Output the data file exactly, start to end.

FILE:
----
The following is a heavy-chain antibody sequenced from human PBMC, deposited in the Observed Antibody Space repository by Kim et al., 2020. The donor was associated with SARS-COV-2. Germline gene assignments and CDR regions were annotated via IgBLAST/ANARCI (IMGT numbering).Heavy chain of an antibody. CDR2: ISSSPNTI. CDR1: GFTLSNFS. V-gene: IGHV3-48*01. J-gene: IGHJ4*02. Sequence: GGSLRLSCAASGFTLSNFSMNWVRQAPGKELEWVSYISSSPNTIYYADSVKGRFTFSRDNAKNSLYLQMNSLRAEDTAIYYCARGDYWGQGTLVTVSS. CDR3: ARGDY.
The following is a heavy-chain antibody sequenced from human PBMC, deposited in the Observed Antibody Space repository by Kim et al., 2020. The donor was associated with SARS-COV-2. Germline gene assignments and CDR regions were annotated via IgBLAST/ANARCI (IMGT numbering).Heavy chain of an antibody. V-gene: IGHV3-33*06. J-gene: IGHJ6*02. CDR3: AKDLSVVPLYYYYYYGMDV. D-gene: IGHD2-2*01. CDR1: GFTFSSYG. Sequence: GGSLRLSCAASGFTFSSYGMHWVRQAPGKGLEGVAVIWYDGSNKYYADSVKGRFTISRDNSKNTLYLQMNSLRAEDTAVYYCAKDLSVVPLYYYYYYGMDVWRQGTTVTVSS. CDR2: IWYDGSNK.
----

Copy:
The following is a heavy-chain antibody sequenced from human PBMC, deposited in the Observed Antibody Space repository by Kim et al., 2020. The donor was associated with SARS-COV-2. Germline gene assignments and CDR regions were annotated via IgBLAST/ANARCI (IMGT numbering).Heavy chain of an antibody. CDR2: ISSSPNTI. CDR1: GFTLSNFS. V-gene: IGHV3-48*01. J-gene: IGHJ4*02. Sequence: GGSLRLSCAASGFTLSNFSMNWVRQAPGKELEWVSYISSSPNTIYYADSVKGRFTFSRDNAKNSLYLQMNSLRAEDTAIYYCARGDYWGQGTLVTVSS. CDR3: ARGDY.
The following is a heavy-chain antibody sequenced from human PBMC, deposited in the Observed Antibody Space repository by Kim et al., 2020. The donor was associated with SARS-COV-2. Germline gene assignments and CDR regions were annotated via IgBLAST/ANARCI (IMGT numbering).Heavy chain of an antibody. V-gene: IGHV3-33*06. J-gene: IGHJ6*02. CDR3: AKDLSVVPLYYYYYYGMDV. D-gene: IGHD2-2*01. CDR1: GFTFSSYG. Sequence: GGSLRLSCAASGFTFSSYGMHWVRQAPGKGLEGVAVIWYDGSNKYYADSVKGRFTISRDNSKNTLYLQMNSLRAEDTAVYYCAKDLSVVPLYYYYYYGMDVWRQGTTVTVSS. CDR2: IWYDGSNK.